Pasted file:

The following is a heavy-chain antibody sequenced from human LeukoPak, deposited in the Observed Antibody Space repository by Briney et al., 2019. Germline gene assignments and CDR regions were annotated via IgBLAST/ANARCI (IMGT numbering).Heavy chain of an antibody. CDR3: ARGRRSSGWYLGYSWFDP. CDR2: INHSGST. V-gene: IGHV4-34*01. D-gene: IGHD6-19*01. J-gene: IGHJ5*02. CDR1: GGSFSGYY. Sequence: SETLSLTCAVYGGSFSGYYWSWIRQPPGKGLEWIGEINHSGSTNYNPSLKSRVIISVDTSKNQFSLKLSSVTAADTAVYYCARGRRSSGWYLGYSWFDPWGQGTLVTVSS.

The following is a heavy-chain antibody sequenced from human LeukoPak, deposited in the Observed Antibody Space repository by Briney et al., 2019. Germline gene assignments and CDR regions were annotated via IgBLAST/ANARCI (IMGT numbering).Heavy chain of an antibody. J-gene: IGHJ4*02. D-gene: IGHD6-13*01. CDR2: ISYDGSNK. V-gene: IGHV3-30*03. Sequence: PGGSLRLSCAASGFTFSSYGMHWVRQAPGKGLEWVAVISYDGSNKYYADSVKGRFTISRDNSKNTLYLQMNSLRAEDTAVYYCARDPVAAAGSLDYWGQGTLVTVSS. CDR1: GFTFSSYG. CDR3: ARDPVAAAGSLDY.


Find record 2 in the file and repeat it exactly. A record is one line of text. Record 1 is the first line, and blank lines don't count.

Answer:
The following is a heavy-chain antibody sequenced from human LeukoPak, deposited in the Observed Antibody Space repository by Briney et al., 2019. Germline gene assignments and CDR regions were annotated via IgBLAST/ANARCI (IMGT numbering).Heavy chain of an antibody. J-gene: IGHJ4*02. D-gene: IGHD6-13*01. CDR2: ISYDGSNK. V-gene: IGHV3-30*03. Sequence: PGGSLRLSCAASGFTFSSYGMHWVRQAPGKGLEWVAVISYDGSNKYYADSVKGRFTISRDNSKNTLYLQMNSLRAEDTAVYYCARDPVAAAGSLDYWGQGTLVTVSS. CDR1: GFTFSSYG. CDR3: ARDPVAAAGSLDY.